A new study on the impact of weight gain in pregnancy yet again brings warnings about eating for two
Step. Away. From. The. Cake. Putting on too much weight in pregnancy increases the risk of your child being obese by age 12, according to a new study.
The research by Boston Children’s Hospital looked at more than 41,000 women and their children before making the connection.
The team’s test was designed to look specifically at the impact of pregnancy weight gain, balancing out the influence of other factors on childhood obesity, including genes and social circumstances.
‘Children born to women who gained excessive amounts of weight – 40 lb. or more – during pregnancy had an eight per cent increased risk of obesity,’ said the study’s senior author David S. Ludwig, who specialises in childhood obesity.
This comes as one of the latest in a line of recent pregnancy studies, highlighting how much your lifestyle makes a difference to both you and your baby. Earlier this week Columbia University unveiled a link between smoking in pregnancy and a child developing bipolar disorder in adulthood.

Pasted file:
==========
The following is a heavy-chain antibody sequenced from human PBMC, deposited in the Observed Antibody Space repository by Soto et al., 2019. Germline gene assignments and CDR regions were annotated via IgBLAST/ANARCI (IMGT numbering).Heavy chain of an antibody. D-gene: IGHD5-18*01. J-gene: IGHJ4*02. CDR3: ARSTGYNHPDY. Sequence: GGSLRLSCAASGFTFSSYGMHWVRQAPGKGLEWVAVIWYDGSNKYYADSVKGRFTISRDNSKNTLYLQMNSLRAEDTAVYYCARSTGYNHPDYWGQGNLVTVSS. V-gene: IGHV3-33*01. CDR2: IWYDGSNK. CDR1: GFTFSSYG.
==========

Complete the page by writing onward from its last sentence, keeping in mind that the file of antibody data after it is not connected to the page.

So, what does this mean for antenatal care? Should a mum-to-be’s lifestyle be more heavily regulated, perhaps with some sort of health MOT? Or is that a Big Brother-esque move too far?
‘We can only ever really advise women on what is healthiest for them and their babies during their pregnancy,’ says Philippa Kaye, GP and author of Your Pregnancy Week by Week (Vermilion, £11.99).
‘We cannot stop people smoking and it would be extremely difficult to dictate what a women must eat or how much weight she must gain or lose.
‘As doctors and midwives, I think it’s important we advise as opposed to police – women still need to be able to come to us for care without feeling judged.’
What are your tips for having a health pregnancy? Let us know in the comments box below.